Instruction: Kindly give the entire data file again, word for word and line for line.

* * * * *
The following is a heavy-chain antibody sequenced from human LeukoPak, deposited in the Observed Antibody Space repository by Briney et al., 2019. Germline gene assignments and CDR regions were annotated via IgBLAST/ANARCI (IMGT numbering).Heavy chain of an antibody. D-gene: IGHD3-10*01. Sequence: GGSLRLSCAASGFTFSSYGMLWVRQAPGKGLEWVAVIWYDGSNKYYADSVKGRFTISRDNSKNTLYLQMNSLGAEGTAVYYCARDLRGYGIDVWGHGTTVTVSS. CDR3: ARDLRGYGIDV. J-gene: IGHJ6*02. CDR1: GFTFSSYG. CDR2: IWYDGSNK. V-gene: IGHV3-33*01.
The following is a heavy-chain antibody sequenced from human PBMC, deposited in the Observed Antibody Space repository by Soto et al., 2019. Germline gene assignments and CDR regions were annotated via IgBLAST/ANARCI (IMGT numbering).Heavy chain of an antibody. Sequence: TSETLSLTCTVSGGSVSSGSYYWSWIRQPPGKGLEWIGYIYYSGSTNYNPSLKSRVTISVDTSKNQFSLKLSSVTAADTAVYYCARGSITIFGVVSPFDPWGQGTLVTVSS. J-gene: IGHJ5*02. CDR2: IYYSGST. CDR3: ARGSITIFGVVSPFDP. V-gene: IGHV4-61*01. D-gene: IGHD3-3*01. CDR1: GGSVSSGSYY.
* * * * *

The following is a heavy-chain antibody sequenced from human LeukoPak, deposited in the Observed Antibody Space repository by Briney et al., 2019. Germline gene assignments and CDR regions were annotated via IgBLAST/ANARCI (IMGT numbering).Heavy chain of an antibody. D-gene: IGHD3-10*01. Sequence: GGSLRLSCAASGFTFSSYGMLWVRQAPGKGLEWVAVIWYDGSNKYYADSVKGRFTISRDNSKNTLYLQMNSLGAEGTAVYYCARDLRGYGIDVWGHGTTVTVSS. CDR3: ARDLRGYGIDV. J-gene: IGHJ6*02. CDR1: GFTFSSYG. CDR2: IWYDGSNK. V-gene: IGHV3-33*01.
The following is a heavy-chain antibody sequenced from human PBMC, deposited in the Observed Antibody Space repository by Soto et al., 2019. Germline gene assignments and CDR regions were annotated via IgBLAST/ANARCI (IMGT numbering).Heavy chain of an antibody. Sequence: TSETLSLTCTVSGGSVSSGSYYWSWIRQPPGKGLEWIGYIYYSGSTNYNPSLKSRVTISVDTSKNQFSLKLSSVTAADTAVYYCARGSITIFGVVSPFDPWGQGTLVTVSS. J-gene: IGHJ5*02. CDR2: IYYSGST. CDR3: ARGSITIFGVVSPFDP. V-gene: IGHV4-61*01. D-gene: IGHD3-3*01. CDR1: GGSVSSGSYY.